Sep 4, 2012 · 3 minute read · Comments chessPittsburghPittsburgh Chess Club
Start of first round Tonight was the first round of the latest six-round Tuesday night tournament at the Pittsburgh Chess Club, my first tournament in almost two years, the 14th Fred Sorensen Memorial.
The tournament There was quite a large turnout for this tournament. Apparently a good number of people who had not played for a while (like me), chose to come back also! There were also new faces.
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I have to confess that I have never been interested in playing chess online. I also do not like to play chess against computers, and not just because my first experience playing chess against a computer was bizarrely negative. I understand that many people take great pleasure in both of these activities, but I still restrict myself to playing chess only against humans, and face to face. Here’s why.
So tonight I stopped by the Pittsburgh Chess Club to renew my expired membership and pre-register for the next 6-round Tuesday night tournament, the Fred Sorensen Memorial, which starts on Tuesday after Labor Day. This will be the sixth time I’m playing in this annual tournament.
It’s been almost two years since I played tournament chess.
Here’s a look back at previous years of the tournament and reflections on why I’ve played off and on, and what makes this “comeback” different from all the rest.
This race is special because Run Around The Square was the first race I ever ran in my life, back in 2000, and because it is also the first race Abby ever ran (just last year, 2011): so today was my 128th lifetime race (according to my race log I keep) and Abby’s 5th lifetime race.
My goal this year
My goal for the race for this year was to run it faster than I did last year (which also would automatically mean running it faster than any year since six years ago, 2006).
My time from last year was 24:36, and I believed from my last timed interval workout, on Tuesday, that I could run 24:30 today at fastest, so there was little room for error. I had hoped months ago that I would be in shape to run considerably faster in Run Around The Square this year, but travel and other interruptions caused me to train only haphazardly for races this year.
Did I achieve my goal? The story turns out to be more complicated than I expected.
Aug 23, 2012 · 4 minute read · Comments PythonPittsburghprogrammingSConsdomain-specific languages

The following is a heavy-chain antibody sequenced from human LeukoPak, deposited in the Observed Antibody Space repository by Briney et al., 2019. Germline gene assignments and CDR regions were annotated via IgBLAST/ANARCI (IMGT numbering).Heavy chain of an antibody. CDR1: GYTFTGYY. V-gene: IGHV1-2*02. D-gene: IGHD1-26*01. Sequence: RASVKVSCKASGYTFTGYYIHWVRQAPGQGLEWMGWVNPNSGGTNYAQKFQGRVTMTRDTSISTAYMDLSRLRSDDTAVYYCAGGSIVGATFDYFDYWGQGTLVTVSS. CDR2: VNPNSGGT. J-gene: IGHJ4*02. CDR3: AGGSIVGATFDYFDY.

Yesterday I gave my first lightning talk in my life, as far as I can remember.
I spoke for probably around five minutes at the monthly meeting of the Pittsburgh Python User Group, which had a module show-and-tell night.
I originally had not planned to attend the meeting, since although I have been to meetings of the Python group since January 2011, I stopped going over a year ago. But I suddenly decided on short notice to volunteer before the meeting to give a little talk on the Python-based tool SCons.
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The inaugural Steel City Ruby Conf was over two weeks ago. I was so excited by it that I vowed to change my life in several ways. Although I was way too busy with work, and a wedding to fly to (that Abby and I expanded into a full-blown vacation), I knew that the excitement would fade if I did not do at least one thing in order to remember and revisit the experience, so I wrote up a very short blog post immediately after the conference in order to publicly commit to both writing more and also doing something new.
Here’s part 1 of my actual review of the conference.
Aug 21, 2012 · 5 minute read · Comments chessPittsburghCarnegie Mellon University
Franklin's United States Chess Federation Life Member certificate So far, I’ve only written a few times here about chess, because over a year ago, I deliberately decided (for the nth time) to quit my involvement in chess.
But because this summer, I finally finished paying for and receiving my United States Chess Federation (USCF) life membership, I decided to put some chess back into my life.
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